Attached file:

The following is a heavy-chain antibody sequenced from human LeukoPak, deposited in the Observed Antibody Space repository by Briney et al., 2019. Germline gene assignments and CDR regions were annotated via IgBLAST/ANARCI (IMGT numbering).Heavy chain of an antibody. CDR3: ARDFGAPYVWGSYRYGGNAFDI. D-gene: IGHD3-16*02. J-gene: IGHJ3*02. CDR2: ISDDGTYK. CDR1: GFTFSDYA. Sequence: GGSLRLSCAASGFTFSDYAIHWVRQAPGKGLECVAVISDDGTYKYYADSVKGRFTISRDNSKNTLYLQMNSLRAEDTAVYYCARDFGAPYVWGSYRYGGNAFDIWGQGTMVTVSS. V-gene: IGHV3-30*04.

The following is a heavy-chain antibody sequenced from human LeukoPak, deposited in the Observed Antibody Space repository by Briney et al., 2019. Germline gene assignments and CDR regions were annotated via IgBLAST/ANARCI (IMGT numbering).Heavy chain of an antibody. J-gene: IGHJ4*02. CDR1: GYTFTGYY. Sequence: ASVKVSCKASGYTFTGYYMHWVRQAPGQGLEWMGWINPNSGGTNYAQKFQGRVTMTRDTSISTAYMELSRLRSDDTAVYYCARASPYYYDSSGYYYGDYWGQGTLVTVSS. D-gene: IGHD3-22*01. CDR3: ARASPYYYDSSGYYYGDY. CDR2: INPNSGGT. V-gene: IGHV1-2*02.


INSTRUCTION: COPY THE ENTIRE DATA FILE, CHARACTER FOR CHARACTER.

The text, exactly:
The following is a heavy-chain antibody sequenced from human LeukoPak, deposited in the Observed Antibody Space repository by Briney et al., 2019. Germline gene assignments and CDR regions were annotated via IgBLAST/ANARCI (IMGT numbering).Heavy chain of an antibody. CDR3: ARDFGAPYVWGSYRYGGNAFDI. D-gene: IGHD3-16*02. J-gene: IGHJ3*02. CDR2: ISDDGTYK. CDR1: GFTFSDYA. Sequence: GGSLRLSCAASGFTFSDYAIHWVRQAPGKGLECVAVISDDGTYKYYADSVKGRFTISRDNSKNTLYLQMNSLRAEDTAVYYCARDFGAPYVWGSYRYGGNAFDIWGQGTMVTVSS. V-gene: IGHV3-30*04.

The following is a heavy-chain antibody sequenced from human LeukoPak, deposited in the Observed Antibody Space repository by Briney et al., 2019. Germline gene assignments and CDR regions were annotated via IgBLAST/ANARCI (IMGT numbering).Heavy chain of an antibody. J-gene: IGHJ4*02. CDR1: GYTFTGYY. Sequence: ASVKVSCKASGYTFTGYYMHWVRQAPGQGLEWMGWINPNSGGTNYAQKFQGRVTMTRDTSISTAYMELSRLRSDDTAVYYCARASPYYYDSSGYYYGDYWGQGTLVTVSS. D-gene: IGHD3-22*01. CDR3: ARASPYYYDSSGYYYGDY. CDR2: INPNSGGT. V-gene: IGHV1-2*02.